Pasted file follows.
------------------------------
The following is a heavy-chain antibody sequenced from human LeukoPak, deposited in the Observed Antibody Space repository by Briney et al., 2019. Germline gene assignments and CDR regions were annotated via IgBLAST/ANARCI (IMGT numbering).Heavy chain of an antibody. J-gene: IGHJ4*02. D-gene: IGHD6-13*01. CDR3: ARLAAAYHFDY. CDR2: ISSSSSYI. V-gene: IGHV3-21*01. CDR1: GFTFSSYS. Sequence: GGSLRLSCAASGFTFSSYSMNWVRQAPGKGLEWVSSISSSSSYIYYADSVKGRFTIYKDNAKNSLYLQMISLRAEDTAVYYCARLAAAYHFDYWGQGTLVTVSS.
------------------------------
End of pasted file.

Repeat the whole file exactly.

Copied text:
The following is a heavy-chain antibody sequenced from human LeukoPak, deposited in the Observed Antibody Space repository by Briney et al., 2019. Germline gene assignments and CDR regions were annotated via IgBLAST/ANARCI (IMGT numbering).Heavy chain of an antibody. J-gene: IGHJ4*02. D-gene: IGHD6-13*01. CDR3: ARLAAAYHFDY. CDR2: ISSSSSYI. V-gene: IGHV3-21*01. CDR1: GFTFSSYS. Sequence: GGSLRLSCAASGFTFSSYSMNWVRQAPGKGLEWVSSISSSSSYIYYADSVKGRFTIYKDNAKNSLYLQMISLRAEDTAVYYCARLAAAYHFDYWGQGTLVTVSS.